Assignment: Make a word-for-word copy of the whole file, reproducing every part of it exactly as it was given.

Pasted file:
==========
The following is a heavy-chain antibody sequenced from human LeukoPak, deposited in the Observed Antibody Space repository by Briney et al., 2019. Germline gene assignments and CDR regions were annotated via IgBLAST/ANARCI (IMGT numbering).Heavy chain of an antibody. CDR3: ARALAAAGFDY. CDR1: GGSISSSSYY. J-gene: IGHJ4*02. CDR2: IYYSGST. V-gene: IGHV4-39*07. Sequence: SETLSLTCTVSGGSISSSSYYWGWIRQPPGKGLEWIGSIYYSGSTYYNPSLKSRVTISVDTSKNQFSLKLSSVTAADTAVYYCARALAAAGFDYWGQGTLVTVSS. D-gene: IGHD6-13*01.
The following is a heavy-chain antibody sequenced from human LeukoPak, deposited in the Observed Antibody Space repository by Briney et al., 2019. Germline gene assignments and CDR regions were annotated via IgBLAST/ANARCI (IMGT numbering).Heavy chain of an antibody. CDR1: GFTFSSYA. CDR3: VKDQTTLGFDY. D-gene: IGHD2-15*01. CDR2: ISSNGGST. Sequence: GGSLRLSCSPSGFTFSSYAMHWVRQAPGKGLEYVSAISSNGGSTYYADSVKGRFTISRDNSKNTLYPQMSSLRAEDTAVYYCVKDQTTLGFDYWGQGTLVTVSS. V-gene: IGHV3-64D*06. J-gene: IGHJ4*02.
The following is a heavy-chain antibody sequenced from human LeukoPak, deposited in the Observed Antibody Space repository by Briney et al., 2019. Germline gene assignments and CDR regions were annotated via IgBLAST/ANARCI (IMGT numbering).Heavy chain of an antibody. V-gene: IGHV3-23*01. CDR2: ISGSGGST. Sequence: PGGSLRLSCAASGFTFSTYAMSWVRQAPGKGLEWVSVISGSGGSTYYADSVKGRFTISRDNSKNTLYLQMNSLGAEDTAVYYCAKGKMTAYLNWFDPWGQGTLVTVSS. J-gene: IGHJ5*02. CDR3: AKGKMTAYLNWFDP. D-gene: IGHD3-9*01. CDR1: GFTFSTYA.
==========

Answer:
The following is a heavy-chain antibody sequenced from human LeukoPak, deposited in the Observed Antibody Space repository by Briney et al., 2019. Germline gene assignments and CDR regions were annotated via IgBLAST/ANARCI (IMGT numbering).Heavy chain of an antibody. CDR3: ARALAAAGFDY. CDR1: GGSISSSSYY. J-gene: IGHJ4*02. CDR2: IYYSGST. V-gene: IGHV4-39*07. Sequence: SETLSLTCTVSGGSISSSSYYWGWIRQPPGKGLEWIGSIYYSGSTYYNPSLKSRVTISVDTSKNQFSLKLSSVTAADTAVYYCARALAAAGFDYWGQGTLVTVSS. D-gene: IGHD6-13*01.
The following is a heavy-chain antibody sequenced from human LeukoPak, deposited in the Observed Antibody Space repository by Briney et al., 2019. Germline gene assignments and CDR regions were annotated via IgBLAST/ANARCI (IMGT numbering).Heavy chain of an antibody. CDR1: GFTFSSYA. CDR3: VKDQTTLGFDY. D-gene: IGHD2-15*01. CDR2: ISSNGGST. Sequence: GGSLRLSCSPSGFTFSSYAMHWVRQAPGKGLEYVSAISSNGGSTYYADSVKGRFTISRDNSKNTLYPQMSSLRAEDTAVYYCVKDQTTLGFDYWGQGTLVTVSS. V-gene: IGHV3-64D*06. J-gene: IGHJ4*02.
The following is a heavy-chain antibody sequenced from human LeukoPak, deposited in the Observed Antibody Space repository by Briney et al., 2019. Germline gene assignments and CDR regions were annotated via IgBLAST/ANARCI (IMGT numbering).Heavy chain of an antibody. V-gene: IGHV3-23*01. CDR2: ISGSGGST. Sequence: PGGSLRLSCAASGFTFSTYAMSWVRQAPGKGLEWVSVISGSGGSTYYADSVKGRFTISRDNSKNTLYLQMNSLGAEDTAVYYCAKGKMTAYLNWFDPWGQGTLVTVSS. J-gene: IGHJ5*02. CDR3: AKGKMTAYLNWFDP. D-gene: IGHD3-9*01. CDR1: GFTFSTYA.